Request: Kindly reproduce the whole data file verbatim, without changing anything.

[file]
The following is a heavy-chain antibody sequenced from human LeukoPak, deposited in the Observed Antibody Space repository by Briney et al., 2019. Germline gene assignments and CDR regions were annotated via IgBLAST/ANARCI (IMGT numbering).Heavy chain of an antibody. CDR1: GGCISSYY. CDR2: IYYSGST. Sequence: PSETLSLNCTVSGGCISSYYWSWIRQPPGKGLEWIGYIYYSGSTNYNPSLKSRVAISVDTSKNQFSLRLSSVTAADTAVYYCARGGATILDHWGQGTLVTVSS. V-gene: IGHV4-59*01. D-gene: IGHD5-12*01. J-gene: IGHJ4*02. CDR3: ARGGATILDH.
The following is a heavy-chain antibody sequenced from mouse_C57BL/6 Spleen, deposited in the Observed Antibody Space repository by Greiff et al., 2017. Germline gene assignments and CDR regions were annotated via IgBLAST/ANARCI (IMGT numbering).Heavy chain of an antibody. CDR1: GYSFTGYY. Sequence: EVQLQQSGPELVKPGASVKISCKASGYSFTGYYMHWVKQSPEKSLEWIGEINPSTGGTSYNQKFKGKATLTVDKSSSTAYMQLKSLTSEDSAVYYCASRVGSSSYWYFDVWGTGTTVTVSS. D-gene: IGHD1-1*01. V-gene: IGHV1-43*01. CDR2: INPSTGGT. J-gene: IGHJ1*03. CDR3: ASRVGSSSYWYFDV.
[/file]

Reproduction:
The following is a heavy-chain antibody sequenced from human LeukoPak, deposited in the Observed Antibody Space repository by Briney et al., 2019. Germline gene assignments and CDR regions were annotated via IgBLAST/ANARCI (IMGT numbering).Heavy chain of an antibody. CDR1: GGCISSYY. CDR2: IYYSGST. Sequence: PSETLSLNCTVSGGCISSYYWSWIRQPPGKGLEWIGYIYYSGSTNYNPSLKSRVAISVDTSKNQFSLRLSSVTAADTAVYYCARGGATILDHWGQGTLVTVSS. V-gene: IGHV4-59*01. D-gene: IGHD5-12*01. J-gene: IGHJ4*02. CDR3: ARGGATILDH.
The following is a heavy-chain antibody sequenced from mouse_C57BL/6 Spleen, deposited in the Observed Antibody Space repository by Greiff et al., 2017. Germline gene assignments and CDR regions were annotated via IgBLAST/ANARCI (IMGT numbering).Heavy chain of an antibody. CDR1: GYSFTGYY. Sequence: EVQLQQSGPELVKPGASVKISCKASGYSFTGYYMHWVKQSPEKSLEWIGEINPSTGGTSYNQKFKGKATLTVDKSSSTAYMQLKSLTSEDSAVYYCASRVGSSSYWYFDVWGTGTTVTVSS. D-gene: IGHD1-1*01. V-gene: IGHV1-43*01. CDR2: INPSTGGT. J-gene: IGHJ1*03. CDR3: ASRVGSSSYWYFDV.